|Publication number||US6212563 B1|
|Application number||US 09/164,744|
|Publication date||Apr 3, 2001|
|Filing date||Oct 1, 1998|
|Priority date||Oct 1, 1998|
|Publication number||09164744, 164744, US 6212563 B1, US 6212563B1, US-B1-6212563, US6212563 B1, US6212563B1|
|Inventors||Nurettin B. Beser|
|Original Assignee||3Com Corporation|
|Export Citation||BiBTeX, EndNote, RefMan|
|Patent Citations (46), Non-Patent Citations (11), Referenced by (167), Classifications (21), Legal Events (9)|
|External Links: USPTO, USPTO Assignment, Espacenet|
The present invention relates to communications in computer networks. More specifically, it relates to a method and system for managing network information in a computer network.
The Internet, a world-wide-network of interconnected computers, provides multimedia content including audio, video, graphics and text that typically requires a large bandwidth for downloading and viewing. Most Internet Service Providers (“ISPs”) allow customers to connect to the Internet via a serial telephone line from a Public Switched Telephone Network (“PSTN”) at data rates including 14,400 bps, 28,800 bps, 33,600 bps, 56,000 bps and others.
Cable television networks typically are interconnected by cables such as coaxial cables or a Hybrid Fiber/Coaxial (“HFC”) cable system which have data rates of about 10 Mega-bits-per-second (“Mbps”) to 30+ Mbps. These data rates are much higher than the data rates available on the PSTN.
With the explosive growth of the Internet, many customers have desired to use the larger bandwidth of a cable television network to connect to the Internet and other computer networks. Cable modems, such as those provided by 3Com Corporation of Santa Clara, Calif., U.S. Robotics Corporation of Skokie, Ill., and others offer customers higher-speed connectivity to the Internet, an intranet, Local Area Networks (“LANs”) and other computer networks via cable television networks. These cable modems currently support a data connection to the Internet and other computer networks via a cable television network with a “downstream” data rate of 30+ Mbps.
Cable television networks developed as unidirectional cable systems, supporting only a “downstream” data path. A downstream data path is the flow of data from a cable system “headend” to a customer. A cable system headend is a central location in the cable television network that is responsible for sending cable signals in the downstream direction. In order to use the cable system for data communication, a return data path must be provided. While bidirectional cable systems (“upstream” and “downstream” path over cable) are growing in number, many data over cable systems still use a return data path via a telephone network, such as a Public Switched Telephone Network. A cable television system with an upstream connection to a telephony network is called a “data-over-cable system with telephony return.”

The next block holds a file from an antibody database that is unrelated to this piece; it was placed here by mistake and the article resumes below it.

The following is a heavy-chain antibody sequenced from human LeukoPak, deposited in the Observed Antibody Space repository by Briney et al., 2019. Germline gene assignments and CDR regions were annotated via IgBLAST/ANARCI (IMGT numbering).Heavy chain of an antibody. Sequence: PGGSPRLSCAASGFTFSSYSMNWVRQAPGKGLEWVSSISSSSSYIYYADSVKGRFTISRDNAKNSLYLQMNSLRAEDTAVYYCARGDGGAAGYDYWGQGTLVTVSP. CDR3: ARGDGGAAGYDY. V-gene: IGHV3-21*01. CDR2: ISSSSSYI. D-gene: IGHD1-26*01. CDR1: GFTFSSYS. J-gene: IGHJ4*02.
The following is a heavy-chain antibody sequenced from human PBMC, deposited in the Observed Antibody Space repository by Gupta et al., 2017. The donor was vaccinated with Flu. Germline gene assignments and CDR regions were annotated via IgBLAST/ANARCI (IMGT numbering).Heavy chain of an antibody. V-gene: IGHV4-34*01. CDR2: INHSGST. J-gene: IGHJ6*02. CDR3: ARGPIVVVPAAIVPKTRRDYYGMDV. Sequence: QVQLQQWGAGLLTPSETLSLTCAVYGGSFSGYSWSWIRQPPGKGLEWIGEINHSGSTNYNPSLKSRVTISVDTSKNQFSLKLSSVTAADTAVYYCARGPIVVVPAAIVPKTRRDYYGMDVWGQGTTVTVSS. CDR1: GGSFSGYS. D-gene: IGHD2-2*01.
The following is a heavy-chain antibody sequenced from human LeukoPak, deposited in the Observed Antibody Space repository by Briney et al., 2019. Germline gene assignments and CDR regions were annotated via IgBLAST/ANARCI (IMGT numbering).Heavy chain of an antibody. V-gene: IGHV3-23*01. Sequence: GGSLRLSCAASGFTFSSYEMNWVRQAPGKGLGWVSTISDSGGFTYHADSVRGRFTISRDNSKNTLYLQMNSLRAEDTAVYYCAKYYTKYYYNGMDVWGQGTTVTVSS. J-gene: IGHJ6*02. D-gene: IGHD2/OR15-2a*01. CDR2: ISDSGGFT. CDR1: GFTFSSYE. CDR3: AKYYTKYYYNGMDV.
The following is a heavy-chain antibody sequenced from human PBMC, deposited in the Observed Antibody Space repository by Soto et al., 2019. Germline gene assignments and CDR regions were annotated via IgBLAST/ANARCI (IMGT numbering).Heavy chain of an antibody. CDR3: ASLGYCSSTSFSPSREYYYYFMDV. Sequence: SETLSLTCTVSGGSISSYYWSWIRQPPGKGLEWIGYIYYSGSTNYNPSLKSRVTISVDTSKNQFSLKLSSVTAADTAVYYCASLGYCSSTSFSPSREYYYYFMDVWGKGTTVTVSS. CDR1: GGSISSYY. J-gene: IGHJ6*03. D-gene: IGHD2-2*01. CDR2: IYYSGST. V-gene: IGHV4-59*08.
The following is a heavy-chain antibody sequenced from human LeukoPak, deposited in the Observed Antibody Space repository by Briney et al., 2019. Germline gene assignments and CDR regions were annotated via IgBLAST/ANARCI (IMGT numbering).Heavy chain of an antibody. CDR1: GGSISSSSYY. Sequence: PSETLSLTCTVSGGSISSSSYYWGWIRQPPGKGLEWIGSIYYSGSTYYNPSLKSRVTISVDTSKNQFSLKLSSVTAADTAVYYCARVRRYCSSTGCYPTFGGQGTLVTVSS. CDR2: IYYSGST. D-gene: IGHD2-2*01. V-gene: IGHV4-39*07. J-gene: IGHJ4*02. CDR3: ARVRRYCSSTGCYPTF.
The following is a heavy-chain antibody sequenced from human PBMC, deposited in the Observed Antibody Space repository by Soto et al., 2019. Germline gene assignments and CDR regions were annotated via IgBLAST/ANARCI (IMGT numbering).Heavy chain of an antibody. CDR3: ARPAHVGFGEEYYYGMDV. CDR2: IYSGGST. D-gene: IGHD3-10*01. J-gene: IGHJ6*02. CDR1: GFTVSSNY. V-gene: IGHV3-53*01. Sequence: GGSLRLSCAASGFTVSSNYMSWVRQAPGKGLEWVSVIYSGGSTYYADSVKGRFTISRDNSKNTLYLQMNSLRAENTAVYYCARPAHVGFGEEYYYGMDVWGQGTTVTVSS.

An exemplary data-over-cable system with telephony return includes a cable modem termination system, a cable television network, a public switched telephone network, a telephony remote access concentrator, a cable modem, customer premise equipment (e.g., a customer computer) and a data network (e.g., the Internet). The cable modem termination system and the telephony remote access concentrator together are called a “telephony return termination system.”
The cable modem termination system receives data packets from the data network and transmits them downstream via the cable television network to a cable modem attached to the customer premise equipment. The customer premise equipment sends responses data packets to the cable modem, which sends response data packets upstream via the public switched telephone network to the telephony remote access concentrator, which sends the response data packets back to the appropriate host on the data network. The data-over-cable system with telephony return provides transparent Internet Protocol (“IP”) data traffic between customer premise equipment, a cable modem and the data network (e.g., the Internet or an intranet). As is known in the art, IP is a routing protocol designed to route traffic within a network or between networks.
When a cable modem used in the data-over-cable system with telephony return is initialized, it will make a connection to both the cable modem termination system via the cable network and to the telephony remote access concentrator via the public switched telephone network. If the cable modem is using telephony return, it will acquire telephony connection parameters on a downstream connection from the cable modem termination system and establish a Point-to-Point Protocol (“PPP”) connection to connect an upstream channel to the telephony remote access concentrator. As is known in the art, PPP is used to encapsulate datagrams over a serial communications link. After a PPP connection is established, the cable modem negotiates a telephony IP address with the telephony remote access concentrator. The telephony IP address allows the customer premise equipment to send IP data packets upstream to the telephony remote access concentrator via the public switched telephone network to the data network.